Trump-era “Remain in Mexico” policy returns

by Will Tubbs

Matt Bush, FISM News


Hundreds of migrants have been arriving in Northern Mexico as the Biden administration has returned to the Trump era method of processing asylum seekers’ requests for entry into the country.

The Biden Administration was forced by judge’s order to reinstate the “remain in Mexico” policy,  which requires asylum seekers at the southern border to wait in Mexico rather than America for their cases to be heard.

The policy was instituted in January 2019 and meant to stem the flow of asylum seekers, and it was successful prior to being suspended. Lawsuits filed by Texas and Missouri asking for the policy to be reimplemented forced the administration’s hand.

The hope is that the policy’s return will ease stress on border agents. According to Fox News, there has been a 163% increase in encounters in the Rio Grande Valley alone since October, not to mention other border cities that have seen similar increases.

After the judge issued the injunction, the return of the policy required acceptance by the Mexican government as that nation has to house and protect the migrants.

According to the Los Angeles Times, “Mexico’s foreign secretary said that in light of U.S. concessions, the government will allow returns, expected to begin next week, ‘for humanitarian reasons and for temporary stays.’ The Latin American nation’s conditions include COVID-19 vaccinations for migrants, more protection in dangerous Mexican border cities, better access to attorneys and quicker resolution of cases.”

Once the conditions were agreed upon by the Biden Administration, steps began to be taken to put the policy back in place. Those steps, however, have not been taken willingly by the administration.

Press Secretary Jen Psaki called the policy “deeply flawed” even in the midst of implementing it. In addition, Secretary Alejandro N. Mayorkas believes the policy “has endemic flaws, imposed unjustifiable human costs, pulled resources and personnel away from other priority efforts, and failed to address the root causes of irregular migration.”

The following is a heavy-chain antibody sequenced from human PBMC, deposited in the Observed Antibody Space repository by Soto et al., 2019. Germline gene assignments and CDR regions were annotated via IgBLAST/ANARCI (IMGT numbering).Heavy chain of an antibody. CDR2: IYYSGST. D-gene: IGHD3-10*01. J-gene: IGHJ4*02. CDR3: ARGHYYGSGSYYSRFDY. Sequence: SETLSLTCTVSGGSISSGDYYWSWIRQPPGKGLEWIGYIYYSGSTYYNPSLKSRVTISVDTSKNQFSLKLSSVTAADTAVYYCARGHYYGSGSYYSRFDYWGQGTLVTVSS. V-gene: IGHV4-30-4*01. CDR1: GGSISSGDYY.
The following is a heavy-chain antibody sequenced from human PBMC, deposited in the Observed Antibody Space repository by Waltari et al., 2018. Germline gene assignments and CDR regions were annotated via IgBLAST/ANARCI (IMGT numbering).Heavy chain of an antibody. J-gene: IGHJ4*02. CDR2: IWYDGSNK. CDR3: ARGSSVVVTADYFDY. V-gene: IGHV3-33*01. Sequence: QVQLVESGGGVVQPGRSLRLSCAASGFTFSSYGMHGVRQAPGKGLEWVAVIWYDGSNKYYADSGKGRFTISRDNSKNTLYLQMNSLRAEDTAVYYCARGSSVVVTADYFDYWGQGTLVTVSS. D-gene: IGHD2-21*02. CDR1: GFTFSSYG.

A day after taking office, President Biden suspended the “Remain in Mexico” policy and then formally ended it in June of this year. According to data on the U.S. Customs and Border Security website, the difference between the number of border encounters under President Biden has increased from 458,088 in 2020 to 1,734,686 in 2021. In fact, the past eight months are each ranked in the top eight months for border encounters in the past four years.

Opponents of the “Remain in Mexico” policy point to human rights issues and say that migrants are subjected to violence and squalid conditions. Proponents of the policy cite its success in keeping illegal immigrants out of the country as well as reducing “pull factors” that have brought millions to the southern border since Biden’s inauguration.   

A Dec. 2 memo on the Homeland Security website states, “This Administration, however, remains under a court order requiring it to reimplement MPP in good faith, which it will abide by even as it continues to vigorously contest the ruling.  Once the court injunction is lifted, MPP will be terminated.” 

Between now and the time that the injunction is lifted, Americans will wait and watch for signs that the administration has come up with a solution to the crisis. A recent poll showed that only 35% of Americans approve of how Biden has been handling immigration.